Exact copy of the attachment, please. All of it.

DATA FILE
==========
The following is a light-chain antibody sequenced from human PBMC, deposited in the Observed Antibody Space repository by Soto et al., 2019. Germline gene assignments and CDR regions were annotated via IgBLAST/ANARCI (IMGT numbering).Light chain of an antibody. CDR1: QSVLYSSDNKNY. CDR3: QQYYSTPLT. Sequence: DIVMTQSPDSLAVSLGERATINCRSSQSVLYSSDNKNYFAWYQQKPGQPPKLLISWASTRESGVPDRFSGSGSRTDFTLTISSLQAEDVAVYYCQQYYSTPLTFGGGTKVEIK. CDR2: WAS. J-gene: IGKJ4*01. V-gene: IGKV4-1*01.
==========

The following is a light-chain antibody sequenced from human PBMC, deposited in the Observed Antibody Space repository by Soto et al., 2019. Germline gene assignments and CDR regions were annotated via IgBLAST/ANARCI (IMGT numbering).Light chain of an antibody. CDR1: QSVLYSSDNKNY. CDR3: QQYYSTPLT. Sequence: DIVMTQSPDSLAVSLGERATINCRSSQSVLYSSDNKNYFAWYQQKPGQPPKLLISWASTRESGVPDRFSGSGSRTDFTLTISSLQAEDVAVYYCQQYYSTPLTFGGGTKVEIK. CDR2: WAS. J-gene: IGKJ4*01. V-gene: IGKV4-1*01.